CHESTERTON — Gov. Eric Holcomb still is rooting for Gary despite city voters last month rejecting Mayor Karen Freeman-Wilson's re-election bid.
The Republican chief executive said Wednesday that he is "absolutely not" feeling betrayed that Freeman-Wilson, a Democratic mayor with whom Holcomb has had an unusually warm relationship, no longer will be leading Gary after the year ends.
"She has been a wonderful partner to the state of Indiana and I look forward to working with her into the future, and with the new leadership as well," Holcomb said.
Lake County Assessor Jerome Prince toppled Freeman-Wilson May 7 in a crowded Democratic primary contest that Holcomb said he was not in any way involved in — "as you might imagine."
Last summer, Holcomb invited Freeman-Wilson to join the state delegation on a trade mission to Canada that included a meeting in Montreal with leaders of the cargo port operator FedNav.
Freeman-Wilson has worked during her two terms in office to turn Buffington Harbor into an intermodal shipping and warehousing alternative to Chicago, drawing on Gary's convenient water, rail, air and highway connections.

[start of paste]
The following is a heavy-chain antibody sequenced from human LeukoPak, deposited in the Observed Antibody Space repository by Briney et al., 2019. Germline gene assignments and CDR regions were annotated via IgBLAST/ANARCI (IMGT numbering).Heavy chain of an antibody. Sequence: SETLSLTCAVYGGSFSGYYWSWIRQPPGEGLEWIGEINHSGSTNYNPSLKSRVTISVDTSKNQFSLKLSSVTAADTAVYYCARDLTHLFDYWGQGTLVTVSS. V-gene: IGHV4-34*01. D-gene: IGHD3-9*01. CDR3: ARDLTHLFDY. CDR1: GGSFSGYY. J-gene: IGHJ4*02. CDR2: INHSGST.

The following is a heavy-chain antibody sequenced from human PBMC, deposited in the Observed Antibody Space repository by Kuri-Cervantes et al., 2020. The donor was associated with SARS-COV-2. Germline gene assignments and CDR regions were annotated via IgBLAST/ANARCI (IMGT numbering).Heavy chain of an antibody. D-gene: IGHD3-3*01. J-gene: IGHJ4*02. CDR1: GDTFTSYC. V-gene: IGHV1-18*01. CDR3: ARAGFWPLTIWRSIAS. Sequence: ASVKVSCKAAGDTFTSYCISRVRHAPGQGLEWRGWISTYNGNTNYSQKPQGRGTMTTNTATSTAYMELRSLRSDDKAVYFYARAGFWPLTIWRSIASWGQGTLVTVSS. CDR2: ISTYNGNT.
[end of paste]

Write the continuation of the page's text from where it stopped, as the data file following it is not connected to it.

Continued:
Holcomb took the first step toward making that dream possible May 8 when he signed into law House Enrolled Act 1015, permitting Gary's Majestic Star casinos to relocate from Buffington Harbor to a land-based site elsewhere in the city, likely adjacent to the Borman Expressway.
He's also offered to have the state partner with Gary leaders in developing Buffington Harbor to attract transportation operators and business shippers.
"I'll work with the leadership in the future as I have in the past, and I'm excited about our future prospects," Holcomb said.
Notably, that project also has been a top priority for state Sen. Eddie Melton, D-Gary, who announced June 4 that he's embarking on a statewide listening tour as a prelude to potentially running in 2020 to unseat Holcomb as governor.
Holcomb traveled to Northwest Indiana Wednesday to lead a meeting of the Indiana Economic Development Corp. board of directors at Urschel Laboratories in Chesterton.
Among other business incentive decisions, the board approved up to $5 million in state tax credits to support the redevelopment of the old ANCO property in Valparaiso for Journeyman Distillery's first location outside southwestern Michigan.
Holcomb said these kinds of business growth prospects, along with the planned South Shore Line expansion and other developments on the horizon are why he keeps returning over and over to Northwest Indiana.
"I have an affinity for this Region," Holcomb said. "It packs a powerful punch and it is truly one of the engines that's powered the state of Indiana to the place that we occupy right now."